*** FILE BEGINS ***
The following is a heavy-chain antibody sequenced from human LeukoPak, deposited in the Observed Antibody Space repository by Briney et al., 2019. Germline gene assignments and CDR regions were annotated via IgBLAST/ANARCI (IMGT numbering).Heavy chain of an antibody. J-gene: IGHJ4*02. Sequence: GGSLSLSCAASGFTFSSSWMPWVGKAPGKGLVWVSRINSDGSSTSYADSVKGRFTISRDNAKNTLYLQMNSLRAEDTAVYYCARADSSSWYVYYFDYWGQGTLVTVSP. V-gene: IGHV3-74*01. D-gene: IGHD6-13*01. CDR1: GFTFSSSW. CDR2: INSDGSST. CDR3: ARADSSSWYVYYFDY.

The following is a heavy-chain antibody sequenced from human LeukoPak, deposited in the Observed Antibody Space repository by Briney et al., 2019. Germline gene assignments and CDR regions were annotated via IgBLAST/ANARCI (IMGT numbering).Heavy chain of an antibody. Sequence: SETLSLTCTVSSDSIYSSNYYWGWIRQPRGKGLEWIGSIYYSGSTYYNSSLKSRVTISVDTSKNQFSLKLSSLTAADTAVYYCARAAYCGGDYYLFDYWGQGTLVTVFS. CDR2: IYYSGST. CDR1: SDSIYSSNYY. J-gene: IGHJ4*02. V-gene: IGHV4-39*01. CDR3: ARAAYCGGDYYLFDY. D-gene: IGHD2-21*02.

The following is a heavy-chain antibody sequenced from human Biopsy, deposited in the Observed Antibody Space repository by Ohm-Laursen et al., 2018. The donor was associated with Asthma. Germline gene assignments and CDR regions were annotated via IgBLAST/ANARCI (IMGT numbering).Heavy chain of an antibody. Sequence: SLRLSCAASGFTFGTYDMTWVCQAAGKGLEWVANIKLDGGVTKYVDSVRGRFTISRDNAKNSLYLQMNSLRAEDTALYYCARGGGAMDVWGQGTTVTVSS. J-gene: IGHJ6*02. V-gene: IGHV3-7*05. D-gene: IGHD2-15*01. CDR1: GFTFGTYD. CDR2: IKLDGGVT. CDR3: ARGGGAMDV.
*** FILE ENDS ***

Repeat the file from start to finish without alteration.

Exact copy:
The following is a heavy-chain antibody sequenced from human LeukoPak, deposited in the Observed Antibody Space repository by Briney et al., 2019. Germline gene assignments and CDR regions were annotated via IgBLAST/ANARCI (IMGT numbering).Heavy chain of an antibody. J-gene: IGHJ4*02. Sequence: GGSLSLSCAASGFTFSSSWMPWVGKAPGKGLVWVSRINSDGSSTSYADSVKGRFTISRDNAKNTLYLQMNSLRAEDTAVYYCARADSSSWYVYYFDYWGQGTLVTVSP. V-gene: IGHV3-74*01. D-gene: IGHD6-13*01. CDR1: GFTFSSSW. CDR2: INSDGSST. CDR3: ARADSSSWYVYYFDY.

The following is a heavy-chain antibody sequenced from human LeukoPak, deposited in the Observed Antibody Space repository by Briney et al., 2019. Germline gene assignments and CDR regions were annotated via IgBLAST/ANARCI (IMGT numbering).Heavy chain of an antibody. Sequence: SETLSLTCTVSSDSIYSSNYYWGWIRQPRGKGLEWIGSIYYSGSTYYNSSLKSRVTISVDTSKNQFSLKLSSLTAADTAVYYCARAAYCGGDYYLFDYWGQGTLVTVFS. CDR2: IYYSGST. CDR1: SDSIYSSNYY. J-gene: IGHJ4*02. V-gene: IGHV4-39*01. CDR3: ARAAYCGGDYYLFDY. D-gene: IGHD2-21*02.

The following is a heavy-chain antibody sequenced from human Biopsy, deposited in the Observed Antibody Space repository by Ohm-Laursen et al., 2018. The donor was associated with Asthma. Germline gene assignments and CDR regions were annotated via IgBLAST/ANARCI (IMGT numbering).Heavy chain of an antibody. Sequence: SLRLSCAASGFTFGTYDMTWVCQAAGKGLEWVANIKLDGGVTKYVDSVRGRFTISRDNAKNSLYLQMNSLRAEDTALYYCARGGGAMDVWGQGTTVTVSS. J-gene: IGHJ6*02. V-gene: IGHV3-7*05. D-gene: IGHD2-15*01. CDR1: GFTFGTYD. CDR2: IKLDGGVT. CDR3: ARGGGAMDV.